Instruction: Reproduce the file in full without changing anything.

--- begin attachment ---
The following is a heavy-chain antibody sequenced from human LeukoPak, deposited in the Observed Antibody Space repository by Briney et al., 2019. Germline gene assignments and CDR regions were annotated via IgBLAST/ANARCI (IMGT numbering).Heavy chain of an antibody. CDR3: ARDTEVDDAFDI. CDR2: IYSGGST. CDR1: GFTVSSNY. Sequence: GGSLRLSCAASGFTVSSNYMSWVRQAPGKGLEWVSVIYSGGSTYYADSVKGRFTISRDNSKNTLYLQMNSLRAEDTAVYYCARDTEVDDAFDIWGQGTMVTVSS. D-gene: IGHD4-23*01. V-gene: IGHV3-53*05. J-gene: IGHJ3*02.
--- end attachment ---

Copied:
The following is a heavy-chain antibody sequenced from human LeukoPak, deposited in the Observed Antibody Space repository by Briney et al., 2019. Germline gene assignments and CDR regions were annotated via IgBLAST/ANARCI (IMGT numbering).Heavy chain of an antibody. CDR3: ARDTEVDDAFDI. CDR2: IYSGGST. CDR1: GFTVSSNY. Sequence: GGSLRLSCAASGFTVSSNYMSWVRQAPGKGLEWVSVIYSGGSTYYADSVKGRFTISRDNSKNTLYLQMNSLRAEDTAVYYCARDTEVDDAFDIWGQGTMVTVSS. D-gene: IGHD4-23*01. V-gene: IGHV3-53*05. J-gene: IGHJ3*02.